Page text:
We had many reasons for buying our house in York (nearly a year ago now). Many were valid, sensible things based on the state of the roof, or the number of bedrooms. The normal stuff. But there were some less rational reasons. Like the Treecreeper we saw outside the house the first time we saw it*.
I’ve always loved the Treecreeper (Certhia familiaris). They have a wonderful habit of popping out at close range, at eye-level, before disappearing on up the tree. As such, you can get some great views.
There’s a key aspect of what I just said there: “up the tree”. Up. Not down. Treecreepers cannot climb back down. They behave like no other bird you will see, scaling up and around a tree, then flying down and across to the next. They might manage a little downwards movement if going along the underside of a branch, but mainly it’s just up, up, up.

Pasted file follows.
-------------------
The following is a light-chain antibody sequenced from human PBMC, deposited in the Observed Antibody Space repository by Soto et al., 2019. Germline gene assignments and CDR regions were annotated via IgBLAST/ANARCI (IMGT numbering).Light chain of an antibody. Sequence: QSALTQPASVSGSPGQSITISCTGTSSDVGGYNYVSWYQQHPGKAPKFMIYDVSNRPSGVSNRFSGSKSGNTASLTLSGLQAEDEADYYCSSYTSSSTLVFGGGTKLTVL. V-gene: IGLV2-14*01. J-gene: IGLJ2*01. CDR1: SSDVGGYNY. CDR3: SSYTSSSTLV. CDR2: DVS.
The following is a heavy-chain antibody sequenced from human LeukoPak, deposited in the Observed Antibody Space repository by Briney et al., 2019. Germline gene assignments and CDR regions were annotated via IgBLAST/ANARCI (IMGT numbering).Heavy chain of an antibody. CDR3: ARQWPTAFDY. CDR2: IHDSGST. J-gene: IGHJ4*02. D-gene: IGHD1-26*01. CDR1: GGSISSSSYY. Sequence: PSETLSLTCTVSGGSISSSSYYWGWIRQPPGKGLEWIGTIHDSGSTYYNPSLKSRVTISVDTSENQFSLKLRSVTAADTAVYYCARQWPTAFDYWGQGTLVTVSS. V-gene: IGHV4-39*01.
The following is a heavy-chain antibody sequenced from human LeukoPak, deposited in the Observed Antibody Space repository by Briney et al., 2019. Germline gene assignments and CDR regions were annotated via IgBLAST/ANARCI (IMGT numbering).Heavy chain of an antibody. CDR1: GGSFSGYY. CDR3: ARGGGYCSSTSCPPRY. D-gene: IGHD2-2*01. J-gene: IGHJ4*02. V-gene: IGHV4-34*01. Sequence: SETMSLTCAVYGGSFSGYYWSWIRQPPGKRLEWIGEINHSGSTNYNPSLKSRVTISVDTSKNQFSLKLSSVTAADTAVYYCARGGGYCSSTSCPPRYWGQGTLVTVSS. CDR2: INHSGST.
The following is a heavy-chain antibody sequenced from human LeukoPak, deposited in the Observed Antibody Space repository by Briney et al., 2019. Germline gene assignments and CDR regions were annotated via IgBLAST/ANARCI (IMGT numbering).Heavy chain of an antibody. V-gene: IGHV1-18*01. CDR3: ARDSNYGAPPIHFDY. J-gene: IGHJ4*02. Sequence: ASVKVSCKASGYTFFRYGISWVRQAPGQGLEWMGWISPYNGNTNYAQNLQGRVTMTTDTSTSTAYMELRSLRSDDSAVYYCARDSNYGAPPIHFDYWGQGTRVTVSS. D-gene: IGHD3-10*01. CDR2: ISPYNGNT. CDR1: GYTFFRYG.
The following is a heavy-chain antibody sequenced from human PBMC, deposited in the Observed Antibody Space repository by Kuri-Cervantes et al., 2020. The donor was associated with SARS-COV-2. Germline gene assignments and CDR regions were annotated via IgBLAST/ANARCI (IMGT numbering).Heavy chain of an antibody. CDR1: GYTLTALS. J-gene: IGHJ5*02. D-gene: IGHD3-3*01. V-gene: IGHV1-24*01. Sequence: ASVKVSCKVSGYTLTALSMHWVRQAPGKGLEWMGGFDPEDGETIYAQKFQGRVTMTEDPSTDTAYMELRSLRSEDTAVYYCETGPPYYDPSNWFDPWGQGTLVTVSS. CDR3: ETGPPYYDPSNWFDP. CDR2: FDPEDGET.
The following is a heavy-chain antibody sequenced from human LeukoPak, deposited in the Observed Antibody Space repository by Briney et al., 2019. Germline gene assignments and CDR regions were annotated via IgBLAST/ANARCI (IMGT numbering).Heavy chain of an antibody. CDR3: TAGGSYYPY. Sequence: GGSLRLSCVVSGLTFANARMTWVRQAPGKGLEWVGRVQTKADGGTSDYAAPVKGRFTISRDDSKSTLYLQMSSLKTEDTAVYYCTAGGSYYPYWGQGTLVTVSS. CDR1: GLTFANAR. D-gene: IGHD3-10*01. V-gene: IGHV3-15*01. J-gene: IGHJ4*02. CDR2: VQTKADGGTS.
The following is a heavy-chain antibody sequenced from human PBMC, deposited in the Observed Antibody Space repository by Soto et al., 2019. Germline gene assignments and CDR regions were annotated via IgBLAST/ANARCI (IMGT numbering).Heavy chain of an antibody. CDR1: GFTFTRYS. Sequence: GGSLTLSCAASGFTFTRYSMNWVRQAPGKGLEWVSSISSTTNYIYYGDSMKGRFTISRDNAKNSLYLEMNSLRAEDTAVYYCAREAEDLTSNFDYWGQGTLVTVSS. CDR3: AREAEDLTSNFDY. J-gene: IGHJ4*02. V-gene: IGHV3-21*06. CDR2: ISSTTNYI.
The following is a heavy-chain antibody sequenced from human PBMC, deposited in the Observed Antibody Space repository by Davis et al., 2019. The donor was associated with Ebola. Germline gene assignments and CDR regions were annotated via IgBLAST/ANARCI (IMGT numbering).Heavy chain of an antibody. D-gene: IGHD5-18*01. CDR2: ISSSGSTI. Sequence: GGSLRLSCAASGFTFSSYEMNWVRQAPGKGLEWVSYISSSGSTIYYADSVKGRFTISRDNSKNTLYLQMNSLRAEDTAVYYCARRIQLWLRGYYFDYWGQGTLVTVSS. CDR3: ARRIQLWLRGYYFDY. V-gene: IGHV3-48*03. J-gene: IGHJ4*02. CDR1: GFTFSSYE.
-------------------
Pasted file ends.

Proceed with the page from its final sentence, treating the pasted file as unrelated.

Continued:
This could all make them very obvious, but unlike the showier woodpeckers and nuthatches that have similar behaviour, the tiny Treecreeper has quite exceptional camouflage. As you can see here:
They are remarkable little workers, climbing as much as 2500m a day (which means in a week they scale greater than the height of Mount Everest!). They power themselves by eating tiny insects from the surface, and just into the bark, of trees.
There was at least one pair flitting about, so I’ll be keeping an eye out to see if I can find a nest site too.
* A word of warning, don’t just buy a house based on availability of wildlife